Berk, ML, Schur, CL, & Cantor, JC. (1995). Ability to obtain health care: recent estimates fromthe Robert Wood Johnson Foundation National Access to Care Survey. Health Affairs14(3): 139-146.
In Berk et al. (1995), the researchers investigate Americans’ ability to access health care. The findings hypothesize that a more concrete definition of health care needs, including supplementary services like dental and mental health care, among others, is needed to find ways to improve access to needed services. The data set examined in this study included findings from the 1994 National Access of Care Survey, which included 75% of the noninstitutionalized US population. Telephone and in-person interviews had been conducted in order to receive data on health care and related access to it.
The researchers found that nearly 16. 1 percent of Americans could not obtain one or more services that were perceived as needed, including supplementary services. Male and female adults were found to be more likely than children to express unmet needs in their health care, due to Medicaid eligibility and local programs for children. 24% of blacks had unmet needs, on average, and 18% of Hispanics also expressed this opinion – much less than the 15% of whites who mentioned unmet needs. Health insurance (or lack thereof) was determined to be the most important reason for unmet needs – uninsured people had a 250% higher likelihood of having unmet services. The researchers conclude that income and insurance status has a very strong correlation with unmet needs in terms of receiving proper health care. However, the majority of people who reported problems accessing this care were not poor.
Ku, L & Matani, S. (2001) Left out: Immigrants’ access to health care and insurance. HealthAffairs 20(1): 247-256.
In Ku and Matani’s (2001) study, the access to insurance and health care received by immigrants is studied. The hypothesis was that recent changes in healthcare and legislative policy have left immigrants with fewer opportunities and lower access to health care and insurance. The 1997 National Survey of America’s Families (NSAF) is used as a data set, with a sample size of nearly 110, 000 noninstitutionalized people in America. Data recorded in the survey, including employment status, income, nationality, citizen status and access to health insurance was examined.
According to the findings, more than half of the adults and children in the sample who were classified as ‘low-income’ had no insurance. Furthermore, the likelihood of having insurance dropped dramatically for non-citizens than native-born citizens, particularly coming from Medicaid or job-based insurance. The children of immigrants had much lower access to health care than native-born children of native families, as well, despite children’s ostensible access to Medicaid. It was perceived that other barriers (socioeconomic and communicative in nature) prevented their access to health care. In conclusion, policy changes must be made in order to include these impoverished and underrepresented groups, to guarantee or increase the chance of them receiving emergency room and ambulatory medical care.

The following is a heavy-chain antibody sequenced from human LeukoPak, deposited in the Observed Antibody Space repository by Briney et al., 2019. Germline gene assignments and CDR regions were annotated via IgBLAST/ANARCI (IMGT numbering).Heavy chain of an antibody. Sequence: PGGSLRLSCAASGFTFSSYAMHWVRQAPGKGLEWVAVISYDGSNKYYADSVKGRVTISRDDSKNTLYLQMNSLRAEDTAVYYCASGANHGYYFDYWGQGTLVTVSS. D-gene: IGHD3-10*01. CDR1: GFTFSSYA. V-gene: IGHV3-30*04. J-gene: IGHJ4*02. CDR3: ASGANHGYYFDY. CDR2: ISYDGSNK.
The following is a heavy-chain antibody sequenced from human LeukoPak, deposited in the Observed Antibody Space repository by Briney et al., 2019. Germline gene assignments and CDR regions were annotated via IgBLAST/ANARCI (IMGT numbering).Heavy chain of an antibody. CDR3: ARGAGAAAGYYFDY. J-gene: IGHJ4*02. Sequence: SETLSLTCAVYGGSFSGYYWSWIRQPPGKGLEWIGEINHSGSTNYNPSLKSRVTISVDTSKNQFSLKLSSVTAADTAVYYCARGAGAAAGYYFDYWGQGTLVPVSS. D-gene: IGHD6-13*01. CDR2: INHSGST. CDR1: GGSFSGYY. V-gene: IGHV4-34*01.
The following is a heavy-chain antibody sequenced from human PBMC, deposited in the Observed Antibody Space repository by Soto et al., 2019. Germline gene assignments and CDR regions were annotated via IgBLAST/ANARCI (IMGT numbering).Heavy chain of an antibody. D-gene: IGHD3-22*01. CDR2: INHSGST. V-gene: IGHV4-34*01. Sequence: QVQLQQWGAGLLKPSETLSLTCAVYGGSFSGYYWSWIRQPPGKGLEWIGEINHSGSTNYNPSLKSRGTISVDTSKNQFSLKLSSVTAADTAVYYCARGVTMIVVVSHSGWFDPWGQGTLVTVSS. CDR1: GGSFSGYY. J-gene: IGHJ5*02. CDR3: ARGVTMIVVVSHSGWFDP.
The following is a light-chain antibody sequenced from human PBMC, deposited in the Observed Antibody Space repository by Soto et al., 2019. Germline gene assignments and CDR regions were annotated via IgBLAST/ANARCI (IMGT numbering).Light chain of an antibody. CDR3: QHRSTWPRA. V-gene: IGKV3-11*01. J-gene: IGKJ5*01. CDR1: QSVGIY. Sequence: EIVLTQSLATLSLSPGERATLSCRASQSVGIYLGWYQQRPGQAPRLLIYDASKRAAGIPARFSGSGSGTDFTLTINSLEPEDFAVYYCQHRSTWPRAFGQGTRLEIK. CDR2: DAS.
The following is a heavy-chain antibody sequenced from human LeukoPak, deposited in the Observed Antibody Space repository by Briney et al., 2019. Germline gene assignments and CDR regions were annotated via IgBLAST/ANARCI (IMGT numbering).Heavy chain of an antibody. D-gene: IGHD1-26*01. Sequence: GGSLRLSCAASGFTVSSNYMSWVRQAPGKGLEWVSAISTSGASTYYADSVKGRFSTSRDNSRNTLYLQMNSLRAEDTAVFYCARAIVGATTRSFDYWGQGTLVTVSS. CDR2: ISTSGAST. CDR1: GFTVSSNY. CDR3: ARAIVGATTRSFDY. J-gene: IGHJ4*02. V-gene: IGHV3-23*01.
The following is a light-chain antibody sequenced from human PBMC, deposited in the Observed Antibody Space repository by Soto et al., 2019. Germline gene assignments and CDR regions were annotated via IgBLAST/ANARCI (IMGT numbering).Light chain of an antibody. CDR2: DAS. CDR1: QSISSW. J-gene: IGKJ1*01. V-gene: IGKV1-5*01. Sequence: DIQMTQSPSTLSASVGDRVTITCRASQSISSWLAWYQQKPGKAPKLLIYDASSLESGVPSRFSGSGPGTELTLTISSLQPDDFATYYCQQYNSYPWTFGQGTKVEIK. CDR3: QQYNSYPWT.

McWilliams, JM, Meara, E, Zaslavsky, AM, & Ayanlan, JZ. (2007). Use of health services by previously uninsured Medicare benificiaries. New England Journal of Medicine 257: 145-153.
McWilliams et al. (2007), in their study, examined the extent of use of health services by people who entered Medicare at 65 without having any prior insurance up to that date. the researchers hypothesized that they would have greater rates of morbidity and would cost more to care for than those who had insurance previously. The researchers used longitudinal data from the Health and Retirement Study, updated through 2004, which included a national sample of 9760 participants (an 82% response rate), to examine the health care costs and medical care associated with Medicare recipients who had not been insured before. Propensity-score methods were used to compare the expenditures and health care use between those who were previously uninsured and those who were previously insured for various characteristics, including diabetes and cardiovascular disease.
According to the findings, the nearly 3000 adults among the study whose Medicare coverage was the first insurance they had received experienced much higher incidences of doctor’s visits and hospital stays. Furthermore, higher total medical expenditures were found in freshly insured adults than those who were previously insured. In conclusion, the researchers advocate for expanding health insurance coverage for existing adults to offset higher health care use and spending for those same adults after they reach the age of 65 and start on Medicare.
Weinick, RM, Weigers, ME & Cohen, JW. (1998). Children’s health insurance, access to care, and health status: new findings. Health Affairs 17(2): 127-136.
In this study by Weinick et al. (1998), the success of recent efforts to improve the health of children in America is evaluated. This is done through examining the success rates in improving access to health care, children’s health insurance coverage, and the health status of children. Their hypothesis was that race/ethnicity, the education of parents, and employment status play significant factors in the health status of children and the risk of encountering problems within the American health care system.